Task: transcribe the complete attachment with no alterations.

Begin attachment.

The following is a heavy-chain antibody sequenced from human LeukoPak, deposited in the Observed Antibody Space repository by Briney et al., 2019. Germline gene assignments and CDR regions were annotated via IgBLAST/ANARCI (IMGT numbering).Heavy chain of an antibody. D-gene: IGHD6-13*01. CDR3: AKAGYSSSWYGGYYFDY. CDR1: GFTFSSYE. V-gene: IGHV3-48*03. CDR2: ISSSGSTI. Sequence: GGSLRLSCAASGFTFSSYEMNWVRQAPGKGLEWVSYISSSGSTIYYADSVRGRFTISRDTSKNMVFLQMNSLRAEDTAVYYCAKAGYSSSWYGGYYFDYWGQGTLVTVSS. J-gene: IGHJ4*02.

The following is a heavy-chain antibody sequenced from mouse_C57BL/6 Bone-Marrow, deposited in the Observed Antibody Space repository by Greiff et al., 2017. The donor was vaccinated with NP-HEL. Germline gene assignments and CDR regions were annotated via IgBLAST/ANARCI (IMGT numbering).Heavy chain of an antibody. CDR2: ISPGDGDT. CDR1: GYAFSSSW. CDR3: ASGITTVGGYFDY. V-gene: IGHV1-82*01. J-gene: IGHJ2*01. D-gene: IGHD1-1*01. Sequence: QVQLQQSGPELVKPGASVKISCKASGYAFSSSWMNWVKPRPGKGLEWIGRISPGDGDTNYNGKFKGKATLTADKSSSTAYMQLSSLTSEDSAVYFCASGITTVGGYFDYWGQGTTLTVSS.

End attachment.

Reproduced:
The following is a heavy-chain antibody sequenced from human LeukoPak, deposited in the Observed Antibody Space repository by Briney et al., 2019. Germline gene assignments and CDR regions were annotated via IgBLAST/ANARCI (IMGT numbering).Heavy chain of an antibody. D-gene: IGHD6-13*01. CDR3: AKAGYSSSWYGGYYFDY. CDR1: GFTFSSYE. V-gene: IGHV3-48*03. CDR2: ISSSGSTI. Sequence: GGSLRLSCAASGFTFSSYEMNWVRQAPGKGLEWVSYISSSGSTIYYADSVRGRFTISRDTSKNMVFLQMNSLRAEDTAVYYCAKAGYSSSWYGGYYFDYWGQGTLVTVSS. J-gene: IGHJ4*02.

The following is a heavy-chain antibody sequenced from mouse_C57BL/6 Bone-Marrow, deposited in the Observed Antibody Space repository by Greiff et al., 2017. The donor was vaccinated with NP-HEL. Germline gene assignments and CDR regions were annotated via IgBLAST/ANARCI (IMGT numbering).Heavy chain of an antibody. CDR2: ISPGDGDT. CDR1: GYAFSSSW. CDR3: ASGITTVGGYFDY. V-gene: IGHV1-82*01. J-gene: IGHJ2*01. D-gene: IGHD1-1*01. Sequence: QVQLQQSGPELVKPGASVKISCKASGYAFSSSWMNWVKPRPGKGLEWIGRISPGDGDTNYNGKFKGKATLTADKSSSTAYMQLSSLTSEDSAVYFCASGITTVGGYFDYWGQGTTLTVSS.